The FSC lawsuit seeks to invalidate the CPR and prevent its enforcement against the FSC and its members on constitutional grounds. In our complaint, we allege that the law is invalid because it is an unlawful prior restraint on expressive activities of the FSC, its members, and other e-marketers, it prohibits truthful and non-misleading commercial speech, and it is vague and over-broad all in violation of the First and Fourteenth Amendments of the U.S. Constitution and the free speech provisions of the Utah Constitution. We also allege that the CPR, a Utah state law, is invalid because it is preempted by the Can-Spam Act, a superior federal law, and that the Utah regulation violates the Commerce Clause of the U.S. Constitution by impermissibly regulating protected speech of the FSC and its members outside the borders of Utah. Additionally, our lawsuit claims that the CPR subjects the FSC, its members, and other e-marketers to inconsistent email regulations among the various states, and unreasonably increases the costs of conducting interstate commerce.

As I have said in several of my legal columns, at industry functions and to every one of my adult entertainment clients, if you are in the adult entertainment business and you are not yet a member of the FSC, you are doing yourself and the industry a real disservice. Once again, the FSC is shown to be the only industry organization capable of mounting an effective challenge to the formidable forces arrayed against the adult entertainment business. As such, it is in the vital interest of everyone in the adult entertainment industry, at every level, to support the efforts of the FSC.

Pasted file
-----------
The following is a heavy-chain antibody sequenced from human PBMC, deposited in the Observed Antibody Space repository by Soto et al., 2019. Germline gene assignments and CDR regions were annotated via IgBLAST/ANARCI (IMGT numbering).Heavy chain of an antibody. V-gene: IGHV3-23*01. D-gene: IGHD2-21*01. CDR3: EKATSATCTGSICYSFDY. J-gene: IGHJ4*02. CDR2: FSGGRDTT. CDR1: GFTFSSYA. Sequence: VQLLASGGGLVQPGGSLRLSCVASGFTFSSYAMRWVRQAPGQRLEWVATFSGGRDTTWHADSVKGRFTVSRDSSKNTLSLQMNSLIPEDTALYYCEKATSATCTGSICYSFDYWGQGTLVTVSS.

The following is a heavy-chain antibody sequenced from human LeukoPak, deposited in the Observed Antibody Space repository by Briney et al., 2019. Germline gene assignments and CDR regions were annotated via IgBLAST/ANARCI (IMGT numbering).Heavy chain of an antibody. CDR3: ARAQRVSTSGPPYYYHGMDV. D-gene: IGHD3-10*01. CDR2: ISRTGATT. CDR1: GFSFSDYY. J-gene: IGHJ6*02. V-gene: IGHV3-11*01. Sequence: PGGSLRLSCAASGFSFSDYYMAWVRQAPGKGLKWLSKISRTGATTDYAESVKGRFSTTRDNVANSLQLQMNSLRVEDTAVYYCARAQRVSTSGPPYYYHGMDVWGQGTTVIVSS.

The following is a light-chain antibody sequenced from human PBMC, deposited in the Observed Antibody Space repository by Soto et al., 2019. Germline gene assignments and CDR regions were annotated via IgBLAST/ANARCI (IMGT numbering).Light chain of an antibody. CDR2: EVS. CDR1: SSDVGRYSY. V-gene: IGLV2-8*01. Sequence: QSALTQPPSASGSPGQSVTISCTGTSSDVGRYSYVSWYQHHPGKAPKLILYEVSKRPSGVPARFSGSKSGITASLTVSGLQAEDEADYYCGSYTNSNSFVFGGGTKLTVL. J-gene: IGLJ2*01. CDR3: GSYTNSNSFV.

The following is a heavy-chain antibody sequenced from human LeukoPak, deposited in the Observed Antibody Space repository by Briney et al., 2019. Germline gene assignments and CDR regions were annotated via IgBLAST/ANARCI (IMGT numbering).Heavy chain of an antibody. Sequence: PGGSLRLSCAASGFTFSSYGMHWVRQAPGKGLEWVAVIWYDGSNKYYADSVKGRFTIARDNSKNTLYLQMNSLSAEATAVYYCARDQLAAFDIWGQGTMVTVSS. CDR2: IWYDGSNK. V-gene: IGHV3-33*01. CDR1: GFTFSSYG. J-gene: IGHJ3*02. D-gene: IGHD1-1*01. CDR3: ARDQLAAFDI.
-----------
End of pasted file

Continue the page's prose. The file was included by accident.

Like the U.S. military, the FSC is being called upon to fight many battles on many fronts on behalf of the industry. For example, the industry will soon need to challenge the enforcement of MCPRA for all the reasons we are challenging Utah's CPR. Moreover, if the Illinois child registry law also becomes law, it too will need to be confronted. In addition, the FSC will continue to fight hard in what is likely to be a long 2257 litigation battle with the federal government.

But unfortunately, my friends, the adult entertainment industry may only be at the beginning of a long siege that will likely last at least through the end of the current administration.

The FSC litigation team sincerely believes that the CPR and the MCPRA are unconstitutional and should be struck down with a swift judicial blow. However, until they are, you are responsible for complying with the laws. Consequently, we urge you to seek the advice of competent counsel in these and all other important legal matters.

Gregory A. Piccionelli, Esq. is a senior member of Piccionelli & Sarno, one of the world's most experienced law firms specializing in Internet and adult entertainment matters. He can be reached at (310) 553-3375.